Control of Stormont and local government structures meant Catholics were severely discriminated against in the allocation of public housing. There was also widescale discrimination in the allocation of jobs - the infamous joke of the time was that when Catholic workers were asked the million dollar question, during job interviews, about their religion, they would reply that they were "an atheist" - often provoking the response: "yes, but are you a Catholic atheist or a Protestant atheist?"

However, by the late 1960s, capitalism - and Stalinism - internationally was undergoing convulsions. Huge forces were on the move around the world. Throughout the West, students championed the national liberation struggle in Vietnam; workers fought the tanks of Stalinism in Czechoslovakia, while the European ruling class were rocked by the General Strike in France in 1968.

Civil rights

And the world's gaze fell on the Southern states of the USA, where black workers were fighting for civil rights. This had an enormous effect on Northern Ireland workers. The media presented the US civil rights movement as some far away aberration. Yet equal levels of discrimination existed in Britain's very own backyard.

Movements began in Northern Ireland to demand equality. Significantly, workers first moved through their traditional organisations - in this case the Northern Ireland Labour Party, despite all its betrayals and pro-Unionist sectarianism of the past.

For most of the post war period, the NILP had continued its pro-Unionist stance, even as late as 1964 voting with extreme Loyalists not to allow local authority playgrounds to open on Sundays, in order to "protect the Sabbath!"

But by the mid 1960s the NILP leadership began to face mounting pressure from below from two fronts; from the workers organised in the 23 trade unions that remained affiliated to the NILP, and from the growing band of young activists, based around the increasingly politicised student campuses and campaigns to reform the housing allocation laws.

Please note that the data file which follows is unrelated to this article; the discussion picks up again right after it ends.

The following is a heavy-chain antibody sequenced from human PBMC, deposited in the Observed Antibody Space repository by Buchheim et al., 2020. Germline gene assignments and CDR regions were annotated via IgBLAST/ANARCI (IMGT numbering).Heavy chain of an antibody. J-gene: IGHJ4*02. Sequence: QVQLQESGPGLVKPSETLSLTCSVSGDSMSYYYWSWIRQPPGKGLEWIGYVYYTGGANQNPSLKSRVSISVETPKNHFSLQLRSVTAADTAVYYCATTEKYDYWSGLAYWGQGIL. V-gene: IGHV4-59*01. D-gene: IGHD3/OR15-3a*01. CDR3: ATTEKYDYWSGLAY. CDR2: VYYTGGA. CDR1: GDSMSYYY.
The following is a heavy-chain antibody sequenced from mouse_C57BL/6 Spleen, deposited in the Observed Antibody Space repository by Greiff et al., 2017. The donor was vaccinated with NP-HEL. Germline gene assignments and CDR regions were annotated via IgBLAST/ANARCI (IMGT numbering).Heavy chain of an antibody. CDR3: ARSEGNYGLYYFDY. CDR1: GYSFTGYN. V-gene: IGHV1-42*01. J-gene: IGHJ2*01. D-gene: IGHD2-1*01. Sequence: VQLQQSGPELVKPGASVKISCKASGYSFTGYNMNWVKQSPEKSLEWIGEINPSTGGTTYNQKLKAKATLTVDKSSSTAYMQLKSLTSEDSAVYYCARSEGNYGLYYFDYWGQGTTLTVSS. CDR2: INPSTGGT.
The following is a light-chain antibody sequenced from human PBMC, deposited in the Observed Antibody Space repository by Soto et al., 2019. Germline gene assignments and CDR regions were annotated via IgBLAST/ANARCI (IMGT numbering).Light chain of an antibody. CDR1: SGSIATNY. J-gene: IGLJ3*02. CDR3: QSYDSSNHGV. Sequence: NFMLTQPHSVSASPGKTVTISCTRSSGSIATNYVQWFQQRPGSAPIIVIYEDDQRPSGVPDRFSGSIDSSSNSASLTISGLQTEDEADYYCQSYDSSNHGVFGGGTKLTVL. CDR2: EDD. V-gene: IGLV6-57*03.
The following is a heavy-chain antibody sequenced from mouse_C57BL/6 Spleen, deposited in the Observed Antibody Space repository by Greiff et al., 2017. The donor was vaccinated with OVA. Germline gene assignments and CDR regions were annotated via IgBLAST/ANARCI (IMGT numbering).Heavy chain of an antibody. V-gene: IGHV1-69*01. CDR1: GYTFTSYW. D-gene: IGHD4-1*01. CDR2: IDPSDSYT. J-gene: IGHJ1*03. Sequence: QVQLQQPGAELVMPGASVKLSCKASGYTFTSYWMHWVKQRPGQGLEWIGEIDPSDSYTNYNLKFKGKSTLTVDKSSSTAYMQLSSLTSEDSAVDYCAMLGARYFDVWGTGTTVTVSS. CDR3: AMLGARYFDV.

Thus by 1965 the NILP issued its first call for equal rights. The following year, in September 1966, the NILP issued a joint memorandum with the ICTU, calling directly for one person, one vote and an end to gerrymandering.

These public stances had an enormous effect. As the battle for equal rights hotted up, so workers in their hundreds turned towards their traditional political organisations and the NILP underwent a brief renaissance in the late 1960s.

For example, in the North West region of the Northern Ireland statelet, there had only been one NILP branch in 1968. By 1969 there were three. There was also a huge response to the establishment of Labour Party Young Socialist branches - the founding meeting of Strabane Young Socialists in 1969 was attended by 170 local youth; in a town of only 13,000. The greatest success was in Derry where the Labour Party - which distanced itself from the NILP because of the Unionism of the leadership, but did not link up with those 'labour' organisations that had gone down the road of nationalism, such as Gerry Fitt's Republican Labour Party - recruited hundreds of youth to the Derry Young Socialists, who were later to be the backbone of the defence of the Bogside.

Heightened political consciousness does not know national borders - there was an equal radicalisation of the Southern Irish Labour Party. The Donegal area in the north west had only one branch of the Labour Party - by 1969 it had 10.

But the Northern Ireland statelet was a seething cauldron waiting to explode. The protests and marches by the civil rights movement in 1969 were met by vicious attacks from the RUC and their auxiliaries, the B specials who were little better than Loyalist paramilitaries in state uniform.

Yet the NILP failed to give a lead to the civil rights movement, content instead to take a back seat leaving the movement open to the middle class Catholic leaders whose short sighted policies of equal opportunities alone, tinged with bourgeois nationalist sympathies merely antagonised the mass of Protestants.

Protestant workers had always feared unification with the ramshackle Southern Irish economy; unification on a capitalist basis would merely mean a redivision of inequality - and the Protestants feared they would become the new losers. The same was feared of the implementation of 'equal rights' in the Northern Ireland statelet - capitalism in whatever form, whether union with Britain or a united Ireland, cannot provide jobs, homes and decent conditions for all.